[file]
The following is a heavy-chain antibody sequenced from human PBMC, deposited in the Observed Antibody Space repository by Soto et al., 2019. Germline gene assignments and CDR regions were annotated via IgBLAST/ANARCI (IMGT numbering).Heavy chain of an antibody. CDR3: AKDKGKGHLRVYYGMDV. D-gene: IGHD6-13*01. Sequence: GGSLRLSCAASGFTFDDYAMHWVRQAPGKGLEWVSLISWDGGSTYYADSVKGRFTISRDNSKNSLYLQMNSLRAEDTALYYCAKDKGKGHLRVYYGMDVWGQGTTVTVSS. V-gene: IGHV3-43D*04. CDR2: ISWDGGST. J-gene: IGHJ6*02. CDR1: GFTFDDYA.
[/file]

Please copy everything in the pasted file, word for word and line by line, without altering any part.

The following is a heavy-chain antibody sequenced from human PBMC, deposited in the Observed Antibody Space repository by Soto et al., 2019. Germline gene assignments and CDR regions were annotated via IgBLAST/ANARCI (IMGT numbering).Heavy chain of an antibody. CDR3: AKDKGKGHLRVYYGMDV. D-gene: IGHD6-13*01. Sequence: GGSLRLSCAASGFTFDDYAMHWVRQAPGKGLEWVSLISWDGGSTYYADSVKGRFTISRDNSKNSLYLQMNSLRAEDTALYYCAKDKGKGHLRVYYGMDVWGQGTTVTVSS. V-gene: IGHV3-43D*04. CDR2: ISWDGGST. J-gene: IGHJ6*02. CDR1: GFTFDDYA.